Representatives of Japanese automakers asked Vietnamese Vice Premier Vu Khoan on Friday to lift Hanoi’s restrictions on imported motorcycle parts, which has caused Honda Motor Co. to halt local production.

The representatives of the Japan Automobile Manufacturers Association who met Khoan included JAMA Chairman Yoshihide Munekuni, who is also Honda chairman, and executives of Yamaha Motor Co. and Suzuki Motor Corp., which also operate in Vietnam.

Munekuni called on Khoan to immediately lift the restrictions, which were abruptly announced by the Vietnamese government Sept. 4, according to the Japanese automakers.

Khoan was quoted as saying he will try to resolve the problem.

The import curbs were reportedly imposed as part of Vietnam’s plans to nurture its domestic parts industry, but on Sept. 27 Khoan told a news conference in Hanoi the government imposed the restrictions because of soaring road deaths involving two-wheelers.

“A hundred thousand people were killed in traffic accidents last year, and 72 percent of them were victims of motorcycle accidents,” Khoan said.

But the measure, in effect limiting this year’s motorcycle output to 1.5 million vehicles, has thrown production plans into chaos.

Honda’s local assembly plant has been forced to halt its production line and Yamaha is expected to take the same step later this month.

Khoan did not say anything about when Honda’s local plant can resume operations, JAMA officials said.

The issue was also addressed when trade minister Takeo Hiranuma met with Vo Hong Phuc, Vietnam’s planning and investment minister.

Both Phuc and Khoan are visiting Japan with Nong Duc Manh, chief of the Vietnamese Communist Party.

During their 30-minute meeting at the Ministry of Economy, Trade and Industry, Hiranuma was quoted as telling Phuc the import restrictions will provoke anxiety among Japanese businesses over the country’s investment environment.

Phuc responded by saying the measure is aimed at regulating used motorcycles that do not meet Vietnam’s technical standards, according to METI officials.

The Vietnamese government is currently investigating the situation at plants operated by the three firms and is going to solve the problem, Phuc said during the meeting.

During a meeting with Manh on Thursday, Prime Minister Junichiro Koizumi also called on Hanoi to improve its investment environment to make it easier for Japanese companies to operate in the country.

Imported car sales up

Sales of imported motor vehicles rose 11.3 percent in September from a year earlier to 29,829 units, up for the second straight month, the Japan Automobile Importers Association said Friday.

Cumulative sales from January to September came to 208,812 units, little changed from the 208,724 during the same period last year, the association said.

The figures include sales of vehicles Japanese automakers produced overseas for the domestic market.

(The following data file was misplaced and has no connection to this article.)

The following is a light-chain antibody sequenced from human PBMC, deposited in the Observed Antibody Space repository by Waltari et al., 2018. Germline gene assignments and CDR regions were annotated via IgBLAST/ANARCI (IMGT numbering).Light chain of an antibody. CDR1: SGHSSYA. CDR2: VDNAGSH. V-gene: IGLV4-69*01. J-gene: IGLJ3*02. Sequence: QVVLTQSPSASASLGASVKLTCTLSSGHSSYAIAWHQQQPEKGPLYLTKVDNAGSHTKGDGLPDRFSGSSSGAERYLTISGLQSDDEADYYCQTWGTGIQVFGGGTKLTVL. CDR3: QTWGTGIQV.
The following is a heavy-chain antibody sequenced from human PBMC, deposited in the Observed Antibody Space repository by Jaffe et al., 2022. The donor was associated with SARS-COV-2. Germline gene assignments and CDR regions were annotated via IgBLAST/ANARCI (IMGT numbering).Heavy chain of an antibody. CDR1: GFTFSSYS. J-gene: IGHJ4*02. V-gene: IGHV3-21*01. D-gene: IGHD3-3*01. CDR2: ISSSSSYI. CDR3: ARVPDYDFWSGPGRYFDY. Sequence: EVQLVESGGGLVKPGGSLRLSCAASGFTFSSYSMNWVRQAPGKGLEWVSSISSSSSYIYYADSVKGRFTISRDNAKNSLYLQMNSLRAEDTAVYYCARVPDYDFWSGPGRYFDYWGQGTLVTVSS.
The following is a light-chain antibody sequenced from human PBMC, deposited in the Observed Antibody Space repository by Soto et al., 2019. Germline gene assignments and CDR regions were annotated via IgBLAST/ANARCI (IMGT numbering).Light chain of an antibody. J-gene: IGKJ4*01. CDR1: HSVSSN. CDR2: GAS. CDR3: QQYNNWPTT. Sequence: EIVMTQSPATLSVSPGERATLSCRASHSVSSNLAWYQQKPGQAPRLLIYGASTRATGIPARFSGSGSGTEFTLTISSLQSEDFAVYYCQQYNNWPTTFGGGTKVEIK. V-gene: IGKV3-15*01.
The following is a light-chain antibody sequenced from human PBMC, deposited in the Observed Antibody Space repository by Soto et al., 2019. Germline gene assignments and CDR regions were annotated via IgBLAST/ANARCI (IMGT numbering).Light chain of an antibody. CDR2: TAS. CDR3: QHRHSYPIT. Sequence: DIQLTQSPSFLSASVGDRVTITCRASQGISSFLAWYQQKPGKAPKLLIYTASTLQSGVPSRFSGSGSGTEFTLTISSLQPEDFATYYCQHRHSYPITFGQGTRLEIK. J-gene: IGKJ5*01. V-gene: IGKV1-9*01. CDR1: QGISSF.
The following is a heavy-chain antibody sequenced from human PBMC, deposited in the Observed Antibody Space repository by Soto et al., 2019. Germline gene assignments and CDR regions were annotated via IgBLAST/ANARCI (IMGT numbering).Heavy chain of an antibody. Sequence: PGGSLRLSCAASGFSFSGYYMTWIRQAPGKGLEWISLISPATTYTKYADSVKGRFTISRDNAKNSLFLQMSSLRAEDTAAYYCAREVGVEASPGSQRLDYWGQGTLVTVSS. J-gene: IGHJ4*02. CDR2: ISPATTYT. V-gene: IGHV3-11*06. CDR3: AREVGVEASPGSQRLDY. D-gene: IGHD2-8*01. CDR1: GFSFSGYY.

In September, sales of vehicles produced by foreign automakers rose 8.5 percent to 27,678 units, while sales of vehicles made overseas by Japanese automakers jumped 65.8 percent to 2,151 units, the association said.

German vehicles took the top three positions in import sales in September. Mercedes-Benz had the biggest market share, at 23.57 percent on sales of 7,032 vehicles, up 28.7 percent from a year earlier.

Volkswagen came second with a 16.45 percent market share on sales of 4,908 vehicles, down 6.2 percent.

In third place was BMW, with a 14.52 percent share on sales of 4,332 vehicles, up 7.3 percent, followed by French automaker Peugeot, with a 6.19 percent share on sales of 1,845 vehicles, up 56.4 percent. Volvo was close behind, with a 6.13 percent market share on sales of 1,828 vehicles, up 9.5 percent.

Fit sells best again

Honda Motor Co.’s Fit compact car remained the best-selling car in Japan for the sixth consecutive month in September, with sales of 24,067 units, the Japan Automobile Dealers Association said Friday.

Toyota Motor Corp.’s Corolla retained second place with sales of 18,490 units, followed by Toyota’s ist compact with 17,424 and Nissan Motor Co.’s March compact with 15,701.

Toyota’s Noah minivan came in fifth with sales of 8,641 units, followed by Toyota’s Alphard minivan with 8,583, Toyota’s Estima minivan with 7,738, and Mazda Motor Corp.’s Demio compact car with 7,700.

In ninth place was Honda’s StepWGN minivan, with sales of 7,261, followed by Toyota’s Vitz compact car with 7,022, returning to the top 10 from last month’s fall to 11th place.

Honda’s Fit was also the top-selling car in Japan in the first half of this business year, which ended Sept. 30, the association said.

Fit sales came to 127,023 units, followed by the Corolla with 100,725 units and the March with 86,338.

The Corolla has been the best-selling car for 33 years on an annual basis, but the Fit may steal the top spot for the 2002 selling period, which ends next March 31.